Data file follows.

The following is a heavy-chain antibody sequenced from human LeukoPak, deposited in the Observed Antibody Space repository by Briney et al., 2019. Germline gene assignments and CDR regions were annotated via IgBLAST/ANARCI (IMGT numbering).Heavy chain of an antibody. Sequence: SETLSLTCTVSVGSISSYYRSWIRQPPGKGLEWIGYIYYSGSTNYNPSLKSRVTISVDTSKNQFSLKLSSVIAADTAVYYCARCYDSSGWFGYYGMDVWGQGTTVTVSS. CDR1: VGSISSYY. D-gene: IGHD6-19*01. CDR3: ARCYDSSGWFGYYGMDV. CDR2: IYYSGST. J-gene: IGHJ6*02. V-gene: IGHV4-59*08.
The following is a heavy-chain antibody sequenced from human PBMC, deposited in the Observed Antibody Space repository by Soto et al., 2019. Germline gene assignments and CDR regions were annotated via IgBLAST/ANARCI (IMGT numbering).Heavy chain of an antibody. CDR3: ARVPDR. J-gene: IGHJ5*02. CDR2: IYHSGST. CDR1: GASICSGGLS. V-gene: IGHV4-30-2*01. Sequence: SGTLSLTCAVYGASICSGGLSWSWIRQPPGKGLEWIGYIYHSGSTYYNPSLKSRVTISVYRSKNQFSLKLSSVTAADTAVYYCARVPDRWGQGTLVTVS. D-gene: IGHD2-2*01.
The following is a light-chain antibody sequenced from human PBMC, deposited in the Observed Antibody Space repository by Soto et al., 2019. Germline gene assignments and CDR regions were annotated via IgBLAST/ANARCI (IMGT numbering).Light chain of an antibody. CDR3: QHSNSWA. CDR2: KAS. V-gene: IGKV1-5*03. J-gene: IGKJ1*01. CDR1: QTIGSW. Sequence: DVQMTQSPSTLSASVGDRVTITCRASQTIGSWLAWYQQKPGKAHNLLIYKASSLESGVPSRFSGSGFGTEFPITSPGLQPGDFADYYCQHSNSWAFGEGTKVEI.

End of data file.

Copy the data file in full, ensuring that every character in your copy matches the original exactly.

The following is a heavy-chain antibody sequenced from human LeukoPak, deposited in the Observed Antibody Space repository by Briney et al., 2019. Germline gene assignments and CDR regions were annotated via IgBLAST/ANARCI (IMGT numbering).Heavy chain of an antibody. Sequence: SETLSLTCTVSVGSISSYYRSWIRQPPGKGLEWIGYIYYSGSTNYNPSLKSRVTISVDTSKNQFSLKLSSVIAADTAVYYCARCYDSSGWFGYYGMDVWGQGTTVTVSS. CDR1: VGSISSYY. D-gene: IGHD6-19*01. CDR3: ARCYDSSGWFGYYGMDV. CDR2: IYYSGST. J-gene: IGHJ6*02. V-gene: IGHV4-59*08.
The following is a heavy-chain antibody sequenced from human PBMC, deposited in the Observed Antibody Space repository by Soto et al., 2019. Germline gene assignments and CDR regions were annotated via IgBLAST/ANARCI (IMGT numbering).Heavy chain of an antibody. CDR3: ARVPDR. J-gene: IGHJ5*02. CDR2: IYHSGST. CDR1: GASICSGGLS. V-gene: IGHV4-30-2*01. Sequence: SGTLSLTCAVYGASICSGGLSWSWIRQPPGKGLEWIGYIYHSGSTYYNPSLKSRVTISVYRSKNQFSLKLSSVTAADTAVYYCARVPDRWGQGTLVTVS. D-gene: IGHD2-2*01.
The following is a light-chain antibody sequenced from human PBMC, deposited in the Observed Antibody Space repository by Soto et al., 2019. Germline gene assignments and CDR regions were annotated via IgBLAST/ANARCI (IMGT numbering).Light chain of an antibody. CDR3: QHSNSWA. CDR2: KAS. V-gene: IGKV1-5*03. J-gene: IGKJ1*01. CDR1: QTIGSW. Sequence: DVQMTQSPSTLSASVGDRVTITCRASQTIGSWLAWYQQKPGKAHNLLIYKASSLESGVPSRFSGSGFGTEFPITSPGLQPGDFADYYCQHSNSWAFGEGTKVEI.